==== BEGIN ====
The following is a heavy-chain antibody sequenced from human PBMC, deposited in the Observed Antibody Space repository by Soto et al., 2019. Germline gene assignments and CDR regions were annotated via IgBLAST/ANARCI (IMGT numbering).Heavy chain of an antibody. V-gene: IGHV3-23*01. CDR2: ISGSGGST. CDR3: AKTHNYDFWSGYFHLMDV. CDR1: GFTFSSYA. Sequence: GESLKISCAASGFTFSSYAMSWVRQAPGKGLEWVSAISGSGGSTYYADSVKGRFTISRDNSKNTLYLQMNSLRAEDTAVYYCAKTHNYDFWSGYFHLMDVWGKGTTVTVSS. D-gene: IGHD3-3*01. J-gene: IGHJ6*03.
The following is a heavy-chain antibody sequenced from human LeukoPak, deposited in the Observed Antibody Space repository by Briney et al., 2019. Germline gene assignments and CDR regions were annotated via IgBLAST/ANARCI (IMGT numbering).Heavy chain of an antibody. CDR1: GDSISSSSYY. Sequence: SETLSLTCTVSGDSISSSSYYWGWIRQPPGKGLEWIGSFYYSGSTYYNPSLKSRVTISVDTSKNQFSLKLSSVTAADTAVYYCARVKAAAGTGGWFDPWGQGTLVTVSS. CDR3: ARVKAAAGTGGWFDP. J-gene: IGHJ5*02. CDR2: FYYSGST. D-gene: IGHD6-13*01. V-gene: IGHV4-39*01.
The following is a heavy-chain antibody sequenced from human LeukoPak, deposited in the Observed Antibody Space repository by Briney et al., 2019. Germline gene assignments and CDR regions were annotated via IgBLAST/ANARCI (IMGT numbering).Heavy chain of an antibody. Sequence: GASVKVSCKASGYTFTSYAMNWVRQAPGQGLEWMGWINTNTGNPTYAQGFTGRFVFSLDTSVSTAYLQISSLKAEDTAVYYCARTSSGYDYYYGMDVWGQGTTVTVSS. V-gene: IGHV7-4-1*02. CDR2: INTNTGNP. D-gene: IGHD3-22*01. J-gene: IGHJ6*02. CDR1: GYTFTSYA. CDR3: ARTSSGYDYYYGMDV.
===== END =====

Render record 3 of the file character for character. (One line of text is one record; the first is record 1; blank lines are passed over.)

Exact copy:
The following is a heavy-chain antibody sequenced from human LeukoPak, deposited in the Observed Antibody Space repository by Briney et al., 2019. Germline gene assignments and CDR regions were annotated via IgBLAST/ANARCI (IMGT numbering).Heavy chain of an antibody. Sequence: GASVKVSCKASGYTFTSYAMNWVRQAPGQGLEWMGWINTNTGNPTYAQGFTGRFVFSLDTSVSTAYLQISSLKAEDTAVYYCARTSSGYDYYYGMDVWGQGTTVTVSS. V-gene: IGHV7-4-1*02. CDR2: INTNTGNP. D-gene: IGHD3-22*01. J-gene: IGHJ6*02. CDR1: GYTFTSYA. CDR3: ARTSSGYDYYYGMDV.